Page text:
This paper thus aims to shed light on this “sought-after lucrative” activity in Cameroon, which already involves all social categories of the population, to try to understand what encourages so many people to invest money and energy into building systems to distribute foreign health products, despite the precariousness of the enterprise. Moreover, this paper will highlight the need to propose further reflection on the pharmacological effects of these products.
The Diagnostic Machine. From Faith to Science, Antoine KERNEN (U. Lausanne) & Lucia CANDELISE (U. Genève)
In a social context in which health issues are omnipresent, we have observed the arrival of medical practices relating to traditional Chinese medicine, but, above all, the recourse to technology and medication from China. We have particularly focused on the use of a diagnostic machine, technically known as a “quantum analyser”, but habitually referred to as “the scanner”, whose use is often – but not always – associated with the sale of food supplements. These technical remedies give a “Western” image, adopt supposedly scientific and modern terminology and references, and are not associated with notions of tradition or Chinese provenance. One of the Chinese companies that import this kind of product to Cameroon has indeed registered its headquarters in the United States to better mask its Chinese origin. The consumption of food supplements is a growing phenomenon in Cameroonian towns.
The “Chinese” diagnostic machine is used by certain Chinese therapists and doctors established in Cameroon, but we have also observed its reappropriation by African tradipractitioners. On simple contact with the patient via an electrode connected to a metal case connected to a computer, this machine offers a series of readings that diagnose the overall working of the human body.
Based on field observations recorded in Yaounde and Douala, we wish to propose several hypotheses concerning the social, symbolic and also therapeutic contributions of the diffusion and reappropriation of this equipment in health consultations and treatment in these two Cameroonian cities, outside the official circuits.
VENDREDI 11 SEPTEMBRE / FRIDAY 11 SEPTEMBER
09:00 – 10:45 – F7 (o) – OUVRAGE : LA CHINE EN AFRIQUE DU SUD / CHINA IN SOUTH AFRICA – Romain Dittgen (coord.) (Salle/Room 4.14)
Ulfrieda HO (Journalist) Author of “Papers sons and Daughters; Growing up Chinese in South Africa” (Paperback Ed. 2012) / Yoon JUNG PARK (Convenor, China in Africa-Africa in China Network)
11 : 30 – 13 : 00 Plénières / Congress Plenary Session
14:00 – 15:45 F4 – ARTS CONTEMPORAINS: IMAGINAIRES DE LA CHINE EN AFRIQUE ET DE L’AFRIQUE EN CHINE Alexandra Galitzine-Loumpet & Roberto Castillo, en remplacement de Dominique Malaquais, empéchée (Salle/Room 4.14)
Links between China and Africa today tend to be thought of, primarily, in economic and/or political terms. The arts, or culture more broadly, are given relatively little attention, for they are considered to be of secondary importance. The result is, at best, a partial understanding of both artistic production and political and economic concerns. Clichés and forms of xenophobia, as well as imaginaries and dreams of elsewhere: such are the foci of this panel. The panel centers on the work of contemporary artists living in China, South Africa, Congo and France and brings together both artists and art scholars to jointly explore questions relating to the postcolonial condition.
Is Yellow Black or White? Myriam DAO (Artist)
Yellow is emphatically neither white nor black; but insofar as Asians and Africans share a suborionate position to the master class, yellow is a shade of black, and black, a shade of yellow. We are a kindred people, African and Asian Americans. (…) We share a history of European colonization, decolonization, and independence under neocolonization and dependency.” (Gari Y. Okihiro in ‘Margins and Mainstream’)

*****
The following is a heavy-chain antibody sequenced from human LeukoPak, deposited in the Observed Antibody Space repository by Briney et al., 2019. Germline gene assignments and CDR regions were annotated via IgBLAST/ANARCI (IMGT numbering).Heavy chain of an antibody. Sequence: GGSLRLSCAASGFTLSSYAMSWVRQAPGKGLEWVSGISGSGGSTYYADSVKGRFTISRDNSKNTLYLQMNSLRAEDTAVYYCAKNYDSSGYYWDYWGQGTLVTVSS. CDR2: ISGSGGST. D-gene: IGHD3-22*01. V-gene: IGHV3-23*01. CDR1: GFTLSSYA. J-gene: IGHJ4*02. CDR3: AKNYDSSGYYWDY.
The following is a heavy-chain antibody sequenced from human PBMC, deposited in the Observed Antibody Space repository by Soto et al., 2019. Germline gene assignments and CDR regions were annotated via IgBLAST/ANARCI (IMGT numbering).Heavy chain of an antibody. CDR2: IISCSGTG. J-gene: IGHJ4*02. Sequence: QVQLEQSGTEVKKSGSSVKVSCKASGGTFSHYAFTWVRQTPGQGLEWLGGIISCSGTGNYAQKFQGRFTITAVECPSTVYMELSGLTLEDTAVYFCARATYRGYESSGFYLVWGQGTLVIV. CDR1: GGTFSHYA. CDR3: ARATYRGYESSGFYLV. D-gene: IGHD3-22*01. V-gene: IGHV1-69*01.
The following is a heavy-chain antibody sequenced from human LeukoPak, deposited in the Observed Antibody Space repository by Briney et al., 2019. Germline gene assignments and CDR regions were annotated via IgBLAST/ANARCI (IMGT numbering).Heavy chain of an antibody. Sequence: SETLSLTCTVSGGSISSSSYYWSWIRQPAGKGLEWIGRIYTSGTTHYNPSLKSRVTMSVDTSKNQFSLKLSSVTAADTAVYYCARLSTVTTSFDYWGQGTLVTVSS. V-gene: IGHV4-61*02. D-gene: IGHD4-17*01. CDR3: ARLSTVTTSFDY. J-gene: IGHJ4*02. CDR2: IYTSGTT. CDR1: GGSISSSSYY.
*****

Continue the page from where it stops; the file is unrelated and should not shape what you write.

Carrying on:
“Is Yellow Black or White? ” is an ephemeral and contextual installation in the Belleville area, created in Paris for the International contemporary Festival of Art Chinafrique (Chinafrica) in 2013. Belleville is a multicultural neighborhood where Myriam Dao created an encounter/installation. As an architect and artist, her practice is based on contextual adaptation to both space(s) and audience(s). For Chinafrique she focused on popular cultures and stories deemed to be of the “margins”, on territories associated with the colonial imaginary, on representations, stereotypes and memory.
Red Money: Nigerian money spraying, music, and aspirations in China, Roberto CASTILLO (U. Hong-Kong)
Recently, African presence in China has attracted considerable scholarly and media attention. While researchers have provided significant insights about the political economy of trade, they have largely neglected other cultural practices. Over the last five years, a thriving trans-African music scene has emerged in the southern city of Guangzhou. During some performances, members of the audience ‘spray’ popular singers with 100 RMB notes (€15). In this paper, I examine the re-articulation of this and other cultural practices in contemporary China as an entry point to discuss wider historical and cultural undercurrents connecting African (mainly Nigerian) traditions and artistic practices with the globalisation of Chinese and African economies. I argue that highlighting the interconnectedness of these undercurrents is critical not only to make better sense of the entrepreneurial drives and aspirations behind African presence in China, but also to interrogate what are the real possibilities and futures opened up by narratives such as the ‘Chinese Dream’ and the ‘New Silk Road’. In short, this paper aims to shed some light on how (and to what extent) African presence in China (and Nigerian renminbi spraying in particular) signals important transformations in the contemporary (and future) articulation of material, discursive and imagined Sino-African cultural and economic spaces. I believe that by looking deeper at these spaces (and practices) we could open up new ways to engage existing epistemologies and offer hope (and tools) to go beyond the spaces of imperialism and political economy that so pervade the Africa-China conversations.